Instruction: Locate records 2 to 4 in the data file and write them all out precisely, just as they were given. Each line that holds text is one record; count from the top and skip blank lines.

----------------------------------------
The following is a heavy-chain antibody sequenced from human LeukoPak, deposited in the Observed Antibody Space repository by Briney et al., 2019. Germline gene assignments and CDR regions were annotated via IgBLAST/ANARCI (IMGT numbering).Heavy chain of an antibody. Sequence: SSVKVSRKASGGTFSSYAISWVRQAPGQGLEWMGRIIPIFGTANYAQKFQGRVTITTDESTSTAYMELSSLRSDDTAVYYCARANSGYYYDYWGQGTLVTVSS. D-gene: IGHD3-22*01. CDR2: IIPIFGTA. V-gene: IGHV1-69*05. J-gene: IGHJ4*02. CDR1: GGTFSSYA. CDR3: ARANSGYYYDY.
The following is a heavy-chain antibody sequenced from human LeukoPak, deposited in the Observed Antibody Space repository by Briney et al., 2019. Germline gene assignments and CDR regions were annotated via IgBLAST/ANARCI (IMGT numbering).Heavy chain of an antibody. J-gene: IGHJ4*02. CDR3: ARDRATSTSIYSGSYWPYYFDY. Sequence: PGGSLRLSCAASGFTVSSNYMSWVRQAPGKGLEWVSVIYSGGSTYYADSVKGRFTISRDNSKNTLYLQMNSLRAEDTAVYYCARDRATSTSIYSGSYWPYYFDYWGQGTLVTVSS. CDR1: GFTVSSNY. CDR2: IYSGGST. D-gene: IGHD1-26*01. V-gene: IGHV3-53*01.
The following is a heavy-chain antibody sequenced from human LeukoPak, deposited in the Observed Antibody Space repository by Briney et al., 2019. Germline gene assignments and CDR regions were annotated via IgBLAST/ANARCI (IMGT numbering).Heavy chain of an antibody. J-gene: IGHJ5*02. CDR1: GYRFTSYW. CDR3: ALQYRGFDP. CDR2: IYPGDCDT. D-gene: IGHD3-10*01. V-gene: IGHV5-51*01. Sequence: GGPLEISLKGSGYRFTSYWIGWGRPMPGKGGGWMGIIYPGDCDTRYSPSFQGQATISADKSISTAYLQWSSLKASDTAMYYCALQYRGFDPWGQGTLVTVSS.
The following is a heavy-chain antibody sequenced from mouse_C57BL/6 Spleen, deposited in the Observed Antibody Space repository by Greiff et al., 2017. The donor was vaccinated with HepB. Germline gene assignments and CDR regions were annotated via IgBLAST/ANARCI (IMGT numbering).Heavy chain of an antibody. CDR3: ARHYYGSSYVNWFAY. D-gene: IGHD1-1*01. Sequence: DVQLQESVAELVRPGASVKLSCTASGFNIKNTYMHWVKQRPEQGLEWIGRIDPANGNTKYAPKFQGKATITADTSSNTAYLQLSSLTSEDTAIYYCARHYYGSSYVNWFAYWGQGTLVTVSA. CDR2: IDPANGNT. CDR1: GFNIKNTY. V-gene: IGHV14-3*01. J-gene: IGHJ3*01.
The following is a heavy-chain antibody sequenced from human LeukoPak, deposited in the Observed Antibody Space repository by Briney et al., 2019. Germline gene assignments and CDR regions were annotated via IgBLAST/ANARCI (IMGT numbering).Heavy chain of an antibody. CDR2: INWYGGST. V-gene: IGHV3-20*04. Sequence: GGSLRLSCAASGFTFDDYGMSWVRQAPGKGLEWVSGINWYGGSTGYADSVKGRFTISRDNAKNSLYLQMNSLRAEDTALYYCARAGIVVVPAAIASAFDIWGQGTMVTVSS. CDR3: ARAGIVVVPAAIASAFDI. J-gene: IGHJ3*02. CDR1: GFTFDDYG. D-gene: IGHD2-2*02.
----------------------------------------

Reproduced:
The following is a heavy-chain antibody sequenced from human LeukoPak, deposited in the Observed Antibody Space repository by Briney et al., 2019. Germline gene assignments and CDR regions were annotated via IgBLAST/ANARCI (IMGT numbering).Heavy chain of an antibody. J-gene: IGHJ4*02. CDR3: ARDRATSTSIYSGSYWPYYFDY. Sequence: PGGSLRLSCAASGFTVSSNYMSWVRQAPGKGLEWVSVIYSGGSTYYADSVKGRFTISRDNSKNTLYLQMNSLRAEDTAVYYCARDRATSTSIYSGSYWPYYFDYWGQGTLVTVSS. CDR1: GFTVSSNY. CDR2: IYSGGST. D-gene: IGHD1-26*01. V-gene: IGHV3-53*01.
The following is a heavy-chain antibody sequenced from human LeukoPak, deposited in the Observed Antibody Space repository by Briney et al., 2019. Germline gene assignments and CDR regions were annotated via IgBLAST/ANARCI (IMGT numbering).Heavy chain of an antibody. J-gene: IGHJ5*02. CDR1: GYRFTSYW. CDR3: ALQYRGFDP. CDR2: IYPGDCDT. D-gene: IGHD3-10*01. V-gene: IGHV5-51*01. Sequence: GGPLEISLKGSGYRFTSYWIGWGRPMPGKGGGWMGIIYPGDCDTRYSPSFQGQATISADKSISTAYLQWSSLKASDTAMYYCALQYRGFDPWGQGTLVTVSS.
The following is a heavy-chain antibody sequenced from mouse_C57BL/6 Spleen, deposited in the Observed Antibody Space repository by Greiff et al., 2017. The donor was vaccinated with HepB. Germline gene assignments and CDR regions were annotated via IgBLAST/ANARCI (IMGT numbering).Heavy chain of an antibody. CDR3: ARHYYGSSYVNWFAY. D-gene: IGHD1-1*01. Sequence: DVQLQESVAELVRPGASVKLSCTASGFNIKNTYMHWVKQRPEQGLEWIGRIDPANGNTKYAPKFQGKATITADTSSNTAYLQLSSLTSEDTAIYYCARHYYGSSYVNWFAYWGQGTLVTVSA. CDR2: IDPANGNT. CDR1: GFNIKNTY. V-gene: IGHV14-3*01. J-gene: IGHJ3*01.